RBI governor Raghuram Rajan has said that emerging markets may experience some volatility initially when the US Federal Reserve begins to raise interest rates.
“My hope is that after the initial volatility there will be differentiation, and financial investors would try to see where there is some macro-stability... and I hope India comes out in (that) group,” Rajan said on the sidelines of of the International Monetary Fund and World Bank fall meetings.
Overall, however, when the US begins to raise rates, it will be good for the rest of the world. “The rest of the world will benefit from US growth,” he said.
There are no timelines yet on when the Fed will begin raising rates. It said in September it would end its bond-buying scheme in October but will leave the interest where it is now, near zero, for “considerable time”.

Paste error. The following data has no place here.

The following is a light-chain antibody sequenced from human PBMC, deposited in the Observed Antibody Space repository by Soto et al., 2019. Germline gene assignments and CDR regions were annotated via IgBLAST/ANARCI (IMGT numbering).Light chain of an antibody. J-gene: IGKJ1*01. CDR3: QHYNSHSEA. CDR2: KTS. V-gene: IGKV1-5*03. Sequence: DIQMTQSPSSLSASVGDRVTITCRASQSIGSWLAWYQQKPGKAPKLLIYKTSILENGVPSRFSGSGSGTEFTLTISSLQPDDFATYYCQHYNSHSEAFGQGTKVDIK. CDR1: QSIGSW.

The bond-buying scheme has been the Fed’s chief weapon against the economic crisis that began in 2008.
But because the economy was nearly not as robust as the Fed would have liked it to be, a decision on interest rate rise was left to be determined at a later date.
The rupee plunged when the Fed first indicated it would end quantitative easing in 2013.
This time around, however, Rajan said a Fed rate hike would raise a question for India — “do we go closer to the dollar, do we go close to the euro?”
“There will be some adjustments that would need to be made on that basis,” he added.